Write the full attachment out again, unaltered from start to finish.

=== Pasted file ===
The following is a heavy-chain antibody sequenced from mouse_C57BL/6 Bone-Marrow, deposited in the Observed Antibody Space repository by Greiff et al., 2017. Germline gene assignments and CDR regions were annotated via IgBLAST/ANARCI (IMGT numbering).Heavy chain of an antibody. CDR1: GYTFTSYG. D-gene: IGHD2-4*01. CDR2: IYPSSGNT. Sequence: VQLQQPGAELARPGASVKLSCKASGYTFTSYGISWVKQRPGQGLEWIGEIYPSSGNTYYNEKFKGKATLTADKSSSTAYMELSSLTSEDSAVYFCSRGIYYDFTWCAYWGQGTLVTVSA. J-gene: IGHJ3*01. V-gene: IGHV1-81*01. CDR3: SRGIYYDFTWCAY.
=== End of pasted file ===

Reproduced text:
The following is a heavy-chain antibody sequenced from mouse_C57BL/6 Bone-Marrow, deposited in the Observed Antibody Space repository by Greiff et al., 2017. Germline gene assignments and CDR regions were annotated via IgBLAST/ANARCI (IMGT numbering).Heavy chain of an antibody. CDR1: GYTFTSYG. D-gene: IGHD2-4*01. CDR2: IYPSSGNT. Sequence: VQLQQPGAELARPGASVKLSCKASGYTFTSYGISWVKQRPGQGLEWIGEIYPSSGNTYYNEKFKGKATLTADKSSSTAYMELSSLTSEDSAVYFCSRGIYYDFTWCAYWGQGTLVTVSA. J-gene: IGHJ3*01. V-gene: IGHV1-81*01. CDR3: SRGIYYDFTWCAY.